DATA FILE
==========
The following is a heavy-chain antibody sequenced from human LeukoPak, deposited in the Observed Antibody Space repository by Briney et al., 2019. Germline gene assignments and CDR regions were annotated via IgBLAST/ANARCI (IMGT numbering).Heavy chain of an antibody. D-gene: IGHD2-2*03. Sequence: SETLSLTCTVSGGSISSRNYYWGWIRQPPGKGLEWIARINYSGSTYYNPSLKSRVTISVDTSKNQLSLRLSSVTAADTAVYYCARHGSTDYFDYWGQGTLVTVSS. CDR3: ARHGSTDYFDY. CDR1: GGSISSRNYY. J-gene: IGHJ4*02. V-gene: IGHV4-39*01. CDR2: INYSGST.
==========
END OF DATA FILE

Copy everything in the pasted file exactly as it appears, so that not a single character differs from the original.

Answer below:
The following is a heavy-chain antibody sequenced from human LeukoPak, deposited in the Observed Antibody Space repository by Briney et al., 2019. Germline gene assignments and CDR regions were annotated via IgBLAST/ANARCI (IMGT numbering).Heavy chain of an antibody. D-gene: IGHD2-2*03. Sequence: SETLSLTCTVSGGSISSRNYYWGWIRQPPGKGLEWIARINYSGSTYYNPSLKSRVTISVDTSKNQLSLRLSSVTAADTAVYYCARHGSTDYFDYWGQGTLVTVSS. CDR3: ARHGSTDYFDY. CDR1: GGSISSRNYY. J-gene: IGHJ4*02. V-gene: IGHV4-39*01. CDR2: INYSGST.